Genoa Charter Yacht Show Review 2012

Overcast skies at the Genoa Charter Show

MYBA’s annual outing of Super Yachts on the charter circuit finishes today and it is clear from what went on, that the charter market is still showing signs of the squeeze even if there is light at the end of the tunnel.

Almost every broker is now being more truthful and realistic about the market, where in past few seasons, they have been somewhat overly optimistic to the point of being delusional.

While the show was well attended, many familiar brokers were not present. Where in the past firms sent posses of agents from the USA, this year they came in twos.  Many brokers chose not to stay the full five days, but then again, maybe that has always been the case and we had not noticed in the past.

Captains continued to bemoan the high cost of exhibiting their yachts to such a small audience. But they were equally freely admitting that, with so few charters available, it was only those who did attend such shows that stood a chance of finding work.  “The other yachts that are not here will be forgotten in a sea of also rans!” one Captain told us.

Avoiding the rain, a sign of the times?

The hard fact remains that there are now far too many boats chasing far too few charters.

The trade exhibition area was full with several stands displaying names new to the show while many previously attending exhibitors refused to set up shop to a diminished footfall.  Wether those new names appear again next year, only time will tell, but those that were there were also feeling the squeeze.

New rules dictate that while yachts closed for viewing at 5:30 pm all exhibition stands had to remain open for one hour after that.  Those that did not, risked a fine of 1000 euros the same amount they would be fined if they started to dismantle their stand before 6pm on Friday.  Needless to say, the well behaved northern European exhibitors followed instructions fearful of such draconian measures. Locally based operators simply shrugged and left when they wanted!  It will be interesting to learn if the Guardia Di Fronteria and others will be fined for shutting up early each day.

60s celebration aboard Kai

Fewer lunches, less extravagant yacht hop parties and only a scattering of organised events were all signals that times are still tough.  Clearly the charter industry is counting the cost of attendance at this and similar events and perhaps targeting their entertaining more carefully.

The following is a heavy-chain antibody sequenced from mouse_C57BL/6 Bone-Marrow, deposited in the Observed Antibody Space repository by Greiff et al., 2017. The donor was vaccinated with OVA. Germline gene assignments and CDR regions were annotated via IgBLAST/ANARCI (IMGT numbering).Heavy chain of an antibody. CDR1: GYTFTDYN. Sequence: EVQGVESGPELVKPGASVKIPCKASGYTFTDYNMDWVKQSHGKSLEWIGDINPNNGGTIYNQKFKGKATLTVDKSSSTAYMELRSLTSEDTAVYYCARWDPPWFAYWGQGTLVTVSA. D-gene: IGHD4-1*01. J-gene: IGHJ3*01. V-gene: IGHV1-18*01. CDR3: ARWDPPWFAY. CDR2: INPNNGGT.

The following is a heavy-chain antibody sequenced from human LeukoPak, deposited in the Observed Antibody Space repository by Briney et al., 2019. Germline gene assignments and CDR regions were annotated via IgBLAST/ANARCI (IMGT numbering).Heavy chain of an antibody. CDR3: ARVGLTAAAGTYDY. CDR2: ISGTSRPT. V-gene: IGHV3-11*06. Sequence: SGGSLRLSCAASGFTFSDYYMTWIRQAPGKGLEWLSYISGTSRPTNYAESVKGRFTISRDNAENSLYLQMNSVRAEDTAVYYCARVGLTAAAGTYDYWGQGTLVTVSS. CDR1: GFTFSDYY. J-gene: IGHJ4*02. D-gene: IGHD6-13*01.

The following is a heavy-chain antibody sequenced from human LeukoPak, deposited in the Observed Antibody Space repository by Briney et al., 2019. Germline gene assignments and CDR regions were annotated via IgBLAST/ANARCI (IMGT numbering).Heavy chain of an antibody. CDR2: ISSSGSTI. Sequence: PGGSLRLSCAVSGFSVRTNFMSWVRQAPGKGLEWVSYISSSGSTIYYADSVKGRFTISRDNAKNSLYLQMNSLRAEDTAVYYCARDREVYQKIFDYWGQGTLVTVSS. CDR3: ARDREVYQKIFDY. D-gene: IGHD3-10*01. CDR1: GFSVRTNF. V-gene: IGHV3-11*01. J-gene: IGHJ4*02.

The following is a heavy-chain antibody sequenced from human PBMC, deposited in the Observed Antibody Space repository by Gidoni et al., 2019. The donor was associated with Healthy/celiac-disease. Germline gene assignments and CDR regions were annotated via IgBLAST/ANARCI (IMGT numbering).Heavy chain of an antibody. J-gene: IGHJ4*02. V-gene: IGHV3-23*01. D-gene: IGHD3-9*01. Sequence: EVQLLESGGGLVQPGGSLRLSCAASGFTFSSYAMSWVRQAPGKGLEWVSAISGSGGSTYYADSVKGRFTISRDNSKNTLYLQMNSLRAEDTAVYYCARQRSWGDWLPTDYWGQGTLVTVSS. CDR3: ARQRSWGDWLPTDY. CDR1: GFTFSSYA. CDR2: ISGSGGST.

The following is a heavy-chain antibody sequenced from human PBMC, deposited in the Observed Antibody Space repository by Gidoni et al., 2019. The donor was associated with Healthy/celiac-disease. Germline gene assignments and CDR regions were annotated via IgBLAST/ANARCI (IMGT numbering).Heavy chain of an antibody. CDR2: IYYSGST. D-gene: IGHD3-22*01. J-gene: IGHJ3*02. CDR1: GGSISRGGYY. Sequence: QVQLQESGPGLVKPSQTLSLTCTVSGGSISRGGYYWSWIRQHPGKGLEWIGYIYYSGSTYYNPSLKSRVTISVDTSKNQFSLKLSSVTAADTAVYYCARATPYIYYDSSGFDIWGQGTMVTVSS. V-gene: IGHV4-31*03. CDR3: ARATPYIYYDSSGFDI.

The Mansueto Group as usual hosted a stand party each evening as the viewing of yachts ended.  As usual the company had clever wine glass holders, great food and a chance for people to relax and network.

Crews worked as hard as ever to keep yachts looking spectacular and for the first two days, heavy rain made the life of the deck crew tough. There was not a berth to spare and several yachts were on standby to attend because of this lack of space.  Boats on show other than those on the the prime real estate of Mollo Vecchio felt in second place but short of extending the main dock it is difficult to see how that can be changed in future years.

The Gala Dinner is actually drinks and a buffet.  Held for the fourth year at Villa Lo Zerbino, it came at the end of a rain soaked day which put off many from attending.  This was probably just as well as without being able to enjoy the lovely gardens it can be a squash inside the building – more feet weaving than networking.  An editor colleague was asked to pay 150 euros for a ticket to the event yet other press including ourselves were freely invited for which we publicly say to MYBA, thank you.

The sun came out for a least a couple of hours

So, successful show or not?  Only time will tell when signed charter contracts are returned. The only people that already know they have done well from the show are organisers Pesto.

Australian operators of Sea Safari the luxury catamaran took a punt in coming all the way from down under to attract broker attention and their investment paid off.  “It was a big investment in time and money,” said  Frank Grundy, “but it paid off big time because we signed up charters while we here,” he added.